So­cial Se­cu­rity hike may be best in years

The Denver Post - - BUSINESS - By Stephen Oh­lemacher

Mil­lions of Amer­i­cans who rely on So­cial Se­cu­rity can ex­pect to re­ceive their big­gest pay­ment in­crease in years this Jan­uary, ac­cord­ing to pro­jec­tions re­leased Thurs­day by the trustees who over­see the pro­gram.

But older Amer­i­cans shouldn’t get too ex­cited.

The in­crease is pro­jected to be just 2.2 per­cent, or about $28 a month for the av­er­age re­cip­i­ent. This year they re­ceived an in­crease of 0.3 per­cent, after get­ting noth­ing last year.

Some good news for se­niors: The trustees project that Medi­care Part B pre­mi­ums will re­main un­changed next year. Most ben­e­fi­cia­ries pay $134 a month, though re­tirees with higher in­comes pay more.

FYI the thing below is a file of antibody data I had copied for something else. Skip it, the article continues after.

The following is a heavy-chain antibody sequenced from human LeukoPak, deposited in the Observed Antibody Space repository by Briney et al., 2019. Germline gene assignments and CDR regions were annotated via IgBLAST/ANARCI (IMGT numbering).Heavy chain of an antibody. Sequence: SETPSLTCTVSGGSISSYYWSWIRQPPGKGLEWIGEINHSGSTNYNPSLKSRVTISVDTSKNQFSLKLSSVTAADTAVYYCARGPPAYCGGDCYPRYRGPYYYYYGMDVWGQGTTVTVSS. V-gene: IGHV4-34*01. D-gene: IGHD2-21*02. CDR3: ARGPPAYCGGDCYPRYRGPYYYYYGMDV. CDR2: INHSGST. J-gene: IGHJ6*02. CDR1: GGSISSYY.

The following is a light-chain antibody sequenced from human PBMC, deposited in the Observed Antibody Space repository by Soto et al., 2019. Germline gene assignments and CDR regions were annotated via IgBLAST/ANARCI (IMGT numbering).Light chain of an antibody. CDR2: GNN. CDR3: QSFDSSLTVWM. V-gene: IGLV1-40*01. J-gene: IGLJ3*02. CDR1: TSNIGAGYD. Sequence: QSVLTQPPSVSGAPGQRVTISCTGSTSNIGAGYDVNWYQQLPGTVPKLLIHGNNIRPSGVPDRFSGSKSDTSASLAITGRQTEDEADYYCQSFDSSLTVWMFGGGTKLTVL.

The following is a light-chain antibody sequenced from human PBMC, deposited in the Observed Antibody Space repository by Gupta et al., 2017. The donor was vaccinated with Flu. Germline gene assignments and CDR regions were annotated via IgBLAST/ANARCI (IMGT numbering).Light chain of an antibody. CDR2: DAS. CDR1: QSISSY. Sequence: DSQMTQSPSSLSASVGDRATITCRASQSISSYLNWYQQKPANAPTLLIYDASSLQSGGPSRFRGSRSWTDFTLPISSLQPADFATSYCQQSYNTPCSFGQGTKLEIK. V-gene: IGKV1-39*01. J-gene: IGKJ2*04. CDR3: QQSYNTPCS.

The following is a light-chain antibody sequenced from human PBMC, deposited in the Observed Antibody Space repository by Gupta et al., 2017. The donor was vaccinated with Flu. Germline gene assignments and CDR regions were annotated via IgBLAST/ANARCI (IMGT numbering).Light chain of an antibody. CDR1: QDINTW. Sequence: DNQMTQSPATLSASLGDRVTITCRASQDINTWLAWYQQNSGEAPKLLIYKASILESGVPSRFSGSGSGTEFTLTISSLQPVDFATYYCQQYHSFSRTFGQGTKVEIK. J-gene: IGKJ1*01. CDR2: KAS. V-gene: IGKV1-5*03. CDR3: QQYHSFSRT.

Both So­cial Se­cu­rity’s cost-of-liv­ing ad­just­ment and the Medi­care Part B pre­mium are to be an­nounced in the fall.

The trustees re­leased the 2018 pro­jec­tions Thurs­day, along with their an­nual warn­ing about the long-term fi­nan­cial prob­lems the fed­eral gov­ern­ment’s two bedrock re­tire­ment pro­grams.

More than 61 mil­lion re­tirees, dis­abled work­ers, spouses and sur­viv­ing chil­dren re­ceive So­cial Se­cu­rity ben­e­fits. The av­er­age monthly pay­ment is $1,253. Medi­care pro­vides health in­sur­ance to about 58 mil­lion peo­ple, most of whom are at least 65 years old.

Un­less Congress acts, the trust funds that sup­port So­cial Se­cu­rity are es­ti­mated to run dry in 2034. Medi­care’s trust fund is pro­jected to be de­pleted in 2029.

Pres­i­dent Don­ald Trump has promised not to cut So­cial Se­cu­rity or Medi­care, though his bud­get pro­posal for next year would re­duce So­cial Se­cu­rity’s dis­abil­ity ben­e­fits by nearly $70 bil­lion over the next decade. The sav­ings would come from peo­ple re­ceiv­ing the ben­e­fits re-en­ter­ing the work­force.

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